Unlike most Manhattan streets this one gets little use and probably has never witnessed a traffic jam. In a given week it sees more bicycle activity than automobile usage by a large factor. Pedestrians use it as a shortcut between Christopher and West 10th, but neighbors would be hard pressed to recall its name.
Call it neglected, overlooked and ignored, Weehawken Street has been in existence since the 1700’s and has changed little since that time.
The street runs north-south and sits squarely within the “Weehawken Street Historic District”. See its location on Google Maps.
According to the May 6, 2006 New York City Landmarks Preservation Commission report:
“The picturesque enclave of fourteen buildings and the street plan that together comprise
the Weehawken Street Historic District represents several phases of construction spanning a
century of development along Greenwich Villages’ Hudson River waterfront, from 1830 to 1938.
The architecture illustrates the area’s long history as a place of dwelling, industry, and
commerce, much of it maritime-related, and is a rare surviving example of this once typical
development pattern on Manhattan’s west side waterfront. Many of the properties in the historic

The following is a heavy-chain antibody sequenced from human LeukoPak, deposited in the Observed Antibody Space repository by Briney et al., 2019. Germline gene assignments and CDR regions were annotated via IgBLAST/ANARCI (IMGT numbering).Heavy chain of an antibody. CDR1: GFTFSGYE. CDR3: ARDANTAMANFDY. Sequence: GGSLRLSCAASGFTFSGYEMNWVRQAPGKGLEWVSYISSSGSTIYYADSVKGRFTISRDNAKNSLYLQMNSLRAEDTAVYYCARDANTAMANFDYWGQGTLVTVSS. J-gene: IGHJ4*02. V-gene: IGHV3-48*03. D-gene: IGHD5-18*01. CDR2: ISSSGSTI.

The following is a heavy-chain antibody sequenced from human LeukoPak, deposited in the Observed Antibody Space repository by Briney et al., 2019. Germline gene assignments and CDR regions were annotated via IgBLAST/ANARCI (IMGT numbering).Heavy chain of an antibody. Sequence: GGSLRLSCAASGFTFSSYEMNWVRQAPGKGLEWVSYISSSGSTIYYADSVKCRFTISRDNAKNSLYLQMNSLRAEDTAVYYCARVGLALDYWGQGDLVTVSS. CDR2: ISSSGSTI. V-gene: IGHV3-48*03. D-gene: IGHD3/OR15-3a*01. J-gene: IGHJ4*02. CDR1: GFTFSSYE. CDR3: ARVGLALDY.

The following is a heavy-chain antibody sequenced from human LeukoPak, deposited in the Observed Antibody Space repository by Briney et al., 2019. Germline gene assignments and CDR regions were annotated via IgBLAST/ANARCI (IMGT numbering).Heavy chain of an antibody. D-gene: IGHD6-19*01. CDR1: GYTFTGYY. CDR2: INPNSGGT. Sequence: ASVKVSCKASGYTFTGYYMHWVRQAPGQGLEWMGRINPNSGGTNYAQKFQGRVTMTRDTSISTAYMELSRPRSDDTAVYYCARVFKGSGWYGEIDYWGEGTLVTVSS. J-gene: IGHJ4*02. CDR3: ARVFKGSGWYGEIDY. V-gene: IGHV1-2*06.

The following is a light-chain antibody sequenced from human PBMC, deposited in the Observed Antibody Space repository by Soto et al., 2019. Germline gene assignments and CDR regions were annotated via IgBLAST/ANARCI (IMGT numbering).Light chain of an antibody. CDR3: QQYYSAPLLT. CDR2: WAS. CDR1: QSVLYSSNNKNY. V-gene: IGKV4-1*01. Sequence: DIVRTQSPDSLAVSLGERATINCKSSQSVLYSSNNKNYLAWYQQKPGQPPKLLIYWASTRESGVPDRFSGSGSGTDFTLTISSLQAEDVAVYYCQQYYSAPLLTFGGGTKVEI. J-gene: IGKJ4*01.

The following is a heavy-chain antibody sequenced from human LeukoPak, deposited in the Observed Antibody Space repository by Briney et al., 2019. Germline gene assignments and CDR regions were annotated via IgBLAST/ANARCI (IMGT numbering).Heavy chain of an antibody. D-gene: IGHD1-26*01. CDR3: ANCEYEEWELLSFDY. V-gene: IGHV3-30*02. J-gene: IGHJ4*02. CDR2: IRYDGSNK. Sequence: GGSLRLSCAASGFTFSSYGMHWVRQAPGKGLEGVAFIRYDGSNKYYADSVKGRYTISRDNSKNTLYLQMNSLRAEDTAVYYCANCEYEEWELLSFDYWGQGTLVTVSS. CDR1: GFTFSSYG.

district were associated with the families of prominent long-term owners, such as former Mayor
Stephen Allen, Cornelius V.S. Roosevelt, lawyer Edmund R. Terry, brewer-distiller Patrick
Skelly, and linen merchant James Dean. In addition, several significant maritime-related
industries were located within the historic district for a century, between 1884 and 1984″.
The Weehawken Market
In the early 1800’s, the Weehawken Market was situated here and served as a terminus for produce ferried in from New Jersey. Although the location was convenient to Hudson River piers and wharves, the market itself never really flourished. By 1844 the market was abandoned. The market land was then divided into seven separate lots.
Weehawken Street became a popular destination for artists in the late 1800s. The attraction was the modest examples of early Greenwich Village architecture that were largely unchanged by the development and redevelopment in most areas in the city. In this case neglect worked in its favor.
Today, the street doesn’t attract nearly as many artists. A block away and across the busy multi-lane thoroughfare known as West Street, photographers and painters await the perfect moment to capture the sunset over the western horizon. Large sailboats mingle with the busy ferries which cross the Hudson between Hoboken and midtown Manhattan, oblivious to the history that is within earshot of their foghorns.
But Weehawken Street plods on within the city. It remains in the shadow of sleek condominiums and noisome West Street. The venerable, diminutive side street which gathers little attention continues to soldier on as the city grows tall and long.